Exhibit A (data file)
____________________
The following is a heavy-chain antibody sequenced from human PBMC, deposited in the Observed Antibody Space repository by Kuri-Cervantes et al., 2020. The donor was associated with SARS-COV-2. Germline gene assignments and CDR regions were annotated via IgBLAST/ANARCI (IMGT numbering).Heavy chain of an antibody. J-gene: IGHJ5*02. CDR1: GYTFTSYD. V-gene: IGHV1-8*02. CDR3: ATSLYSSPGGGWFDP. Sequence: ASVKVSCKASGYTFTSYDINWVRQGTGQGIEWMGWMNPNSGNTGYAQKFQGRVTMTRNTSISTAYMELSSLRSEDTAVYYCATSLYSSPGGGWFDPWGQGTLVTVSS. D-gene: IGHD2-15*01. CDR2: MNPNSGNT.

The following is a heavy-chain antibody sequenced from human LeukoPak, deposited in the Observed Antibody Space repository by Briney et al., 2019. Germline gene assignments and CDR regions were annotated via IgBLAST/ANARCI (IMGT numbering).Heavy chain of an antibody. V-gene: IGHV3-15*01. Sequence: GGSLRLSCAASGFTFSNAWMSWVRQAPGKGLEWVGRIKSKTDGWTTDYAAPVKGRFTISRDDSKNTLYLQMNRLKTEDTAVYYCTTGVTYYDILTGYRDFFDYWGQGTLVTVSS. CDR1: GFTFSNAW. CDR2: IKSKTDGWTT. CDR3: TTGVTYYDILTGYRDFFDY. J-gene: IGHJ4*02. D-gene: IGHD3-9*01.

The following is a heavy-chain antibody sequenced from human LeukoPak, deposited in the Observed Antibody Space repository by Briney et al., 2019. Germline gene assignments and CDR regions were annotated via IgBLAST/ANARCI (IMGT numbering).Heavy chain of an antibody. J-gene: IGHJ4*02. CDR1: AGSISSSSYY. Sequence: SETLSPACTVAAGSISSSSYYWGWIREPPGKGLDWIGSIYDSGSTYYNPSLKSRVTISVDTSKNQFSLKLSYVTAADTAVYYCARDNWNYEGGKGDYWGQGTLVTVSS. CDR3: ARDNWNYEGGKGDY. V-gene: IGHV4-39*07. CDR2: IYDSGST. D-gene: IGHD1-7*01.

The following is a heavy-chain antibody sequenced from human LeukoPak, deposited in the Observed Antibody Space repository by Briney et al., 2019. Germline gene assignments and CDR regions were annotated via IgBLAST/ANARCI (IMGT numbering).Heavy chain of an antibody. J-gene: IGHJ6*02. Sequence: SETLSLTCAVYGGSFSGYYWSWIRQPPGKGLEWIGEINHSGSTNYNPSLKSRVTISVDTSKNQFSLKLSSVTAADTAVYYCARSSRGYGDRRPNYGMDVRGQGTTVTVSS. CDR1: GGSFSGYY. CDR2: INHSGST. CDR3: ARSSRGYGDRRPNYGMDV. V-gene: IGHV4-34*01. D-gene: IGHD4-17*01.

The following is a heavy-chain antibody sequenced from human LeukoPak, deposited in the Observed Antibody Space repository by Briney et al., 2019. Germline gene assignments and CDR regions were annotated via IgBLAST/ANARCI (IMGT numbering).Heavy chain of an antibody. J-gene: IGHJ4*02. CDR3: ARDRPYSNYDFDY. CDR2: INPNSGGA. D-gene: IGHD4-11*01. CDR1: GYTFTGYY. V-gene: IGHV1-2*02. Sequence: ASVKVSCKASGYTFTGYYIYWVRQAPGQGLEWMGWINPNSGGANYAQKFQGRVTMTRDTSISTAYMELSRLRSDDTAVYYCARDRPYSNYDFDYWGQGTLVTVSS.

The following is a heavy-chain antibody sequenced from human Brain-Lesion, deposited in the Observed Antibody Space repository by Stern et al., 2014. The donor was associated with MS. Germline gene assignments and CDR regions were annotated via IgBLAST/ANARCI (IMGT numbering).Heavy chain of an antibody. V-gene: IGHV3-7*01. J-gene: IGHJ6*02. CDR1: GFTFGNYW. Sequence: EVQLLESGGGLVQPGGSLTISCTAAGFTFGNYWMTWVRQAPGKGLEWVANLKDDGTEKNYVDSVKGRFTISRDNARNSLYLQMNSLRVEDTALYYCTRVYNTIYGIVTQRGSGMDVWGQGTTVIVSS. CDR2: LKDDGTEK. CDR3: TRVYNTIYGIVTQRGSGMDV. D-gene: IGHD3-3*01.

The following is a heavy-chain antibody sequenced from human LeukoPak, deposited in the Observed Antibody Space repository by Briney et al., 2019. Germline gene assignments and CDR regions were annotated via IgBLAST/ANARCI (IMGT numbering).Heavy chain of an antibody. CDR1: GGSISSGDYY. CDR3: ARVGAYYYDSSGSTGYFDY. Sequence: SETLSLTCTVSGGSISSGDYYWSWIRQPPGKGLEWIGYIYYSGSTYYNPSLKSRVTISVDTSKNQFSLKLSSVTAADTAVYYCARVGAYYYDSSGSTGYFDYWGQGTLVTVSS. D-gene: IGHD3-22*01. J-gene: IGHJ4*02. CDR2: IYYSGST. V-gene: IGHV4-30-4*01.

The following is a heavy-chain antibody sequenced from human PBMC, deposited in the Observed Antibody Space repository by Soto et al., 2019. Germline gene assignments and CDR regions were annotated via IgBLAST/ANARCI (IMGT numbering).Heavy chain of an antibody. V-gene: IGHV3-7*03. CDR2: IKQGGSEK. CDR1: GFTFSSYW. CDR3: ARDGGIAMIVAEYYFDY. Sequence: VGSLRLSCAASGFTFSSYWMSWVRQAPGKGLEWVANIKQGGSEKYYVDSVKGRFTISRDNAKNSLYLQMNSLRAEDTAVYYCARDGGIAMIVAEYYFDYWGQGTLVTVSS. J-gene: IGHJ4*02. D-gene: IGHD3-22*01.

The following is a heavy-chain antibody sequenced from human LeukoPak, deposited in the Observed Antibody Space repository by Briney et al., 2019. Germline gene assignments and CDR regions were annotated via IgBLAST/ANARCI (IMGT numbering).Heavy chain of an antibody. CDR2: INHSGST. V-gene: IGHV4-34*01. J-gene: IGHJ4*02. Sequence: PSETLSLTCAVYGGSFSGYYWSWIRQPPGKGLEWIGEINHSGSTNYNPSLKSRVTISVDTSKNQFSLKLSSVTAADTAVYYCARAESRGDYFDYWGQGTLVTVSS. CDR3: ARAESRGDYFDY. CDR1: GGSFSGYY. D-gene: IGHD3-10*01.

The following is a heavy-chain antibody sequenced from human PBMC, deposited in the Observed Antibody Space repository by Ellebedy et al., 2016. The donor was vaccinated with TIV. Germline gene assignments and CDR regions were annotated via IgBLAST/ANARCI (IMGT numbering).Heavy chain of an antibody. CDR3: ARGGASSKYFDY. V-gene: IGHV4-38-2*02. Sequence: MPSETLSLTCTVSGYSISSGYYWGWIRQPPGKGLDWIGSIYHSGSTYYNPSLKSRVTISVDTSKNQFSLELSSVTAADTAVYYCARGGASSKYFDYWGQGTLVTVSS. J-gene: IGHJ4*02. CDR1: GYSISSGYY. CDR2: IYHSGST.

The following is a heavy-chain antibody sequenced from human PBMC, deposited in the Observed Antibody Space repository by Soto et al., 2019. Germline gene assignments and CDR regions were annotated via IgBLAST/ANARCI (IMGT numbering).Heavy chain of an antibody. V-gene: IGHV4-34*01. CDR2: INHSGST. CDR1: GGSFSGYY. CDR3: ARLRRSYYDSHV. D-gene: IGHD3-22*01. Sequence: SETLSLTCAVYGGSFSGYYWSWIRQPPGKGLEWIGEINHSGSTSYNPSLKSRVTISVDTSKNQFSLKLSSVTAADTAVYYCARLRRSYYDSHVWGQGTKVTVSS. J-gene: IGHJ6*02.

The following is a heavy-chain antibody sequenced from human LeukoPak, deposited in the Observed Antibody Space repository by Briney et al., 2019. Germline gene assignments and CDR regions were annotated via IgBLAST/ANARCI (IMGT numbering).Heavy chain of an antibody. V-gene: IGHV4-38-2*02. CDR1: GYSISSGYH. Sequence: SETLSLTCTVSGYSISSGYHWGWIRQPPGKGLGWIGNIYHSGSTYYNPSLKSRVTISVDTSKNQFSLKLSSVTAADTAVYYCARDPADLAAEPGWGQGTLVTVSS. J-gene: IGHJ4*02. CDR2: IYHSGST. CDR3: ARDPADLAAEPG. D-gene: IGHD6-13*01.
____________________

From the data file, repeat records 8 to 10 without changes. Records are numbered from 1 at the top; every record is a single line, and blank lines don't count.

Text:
The following is a heavy-chain antibody sequenced from human PBMC, deposited in the Observed Antibody Space repository by Soto et al., 2019. Germline gene assignments and CDR regions were annotated via IgBLAST/ANARCI (IMGT numbering).Heavy chain of an antibody. V-gene: IGHV3-7*03. CDR2: IKQGGSEK. CDR1: GFTFSSYW. CDR3: ARDGGIAMIVAEYYFDY. Sequence: VGSLRLSCAASGFTFSSYWMSWVRQAPGKGLEWVANIKQGGSEKYYVDSVKGRFTISRDNAKNSLYLQMNSLRAEDTAVYYCARDGGIAMIVAEYYFDYWGQGTLVTVSS. J-gene: IGHJ4*02. D-gene: IGHD3-22*01.

The following is a heavy-chain antibody sequenced from human LeukoPak, deposited in the Observed Antibody Space repository by Briney et al., 2019. Germline gene assignments and CDR regions were annotated via IgBLAST/ANARCI (IMGT numbering).Heavy chain of an antibody. CDR2: INHSGST. V-gene: IGHV4-34*01. J-gene: IGHJ4*02. Sequence: PSETLSLTCAVYGGSFSGYYWSWIRQPPGKGLEWIGEINHSGSTNYNPSLKSRVTISVDTSKNQFSLKLSSVTAADTAVYYCARAESRGDYFDYWGQGTLVTVSS. CDR3: ARAESRGDYFDY. CDR1: GGSFSGYY. D-gene: IGHD3-10*01.

The following is a heavy-chain antibody sequenced from human PBMC, deposited in the Observed Antibody Space repository by Ellebedy et al., 2016. The donor was vaccinated with TIV. Germline gene assignments and CDR regions were annotated via IgBLAST/ANARCI (IMGT numbering).Heavy chain of an antibody. CDR3: ARGGASSKYFDY. V-gene: IGHV4-38-2*02. Sequence: MPSETLSLTCTVSGYSISSGYYWGWIRQPPGKGLDWIGSIYHSGSTYYNPSLKSRVTISVDTSKNQFSLELSSVTAADTAVYYCARGGASSKYFDYWGQGTLVTVSS. J-gene: IGHJ4*02. CDR1: GYSISSGYY. CDR2: IYHSGST.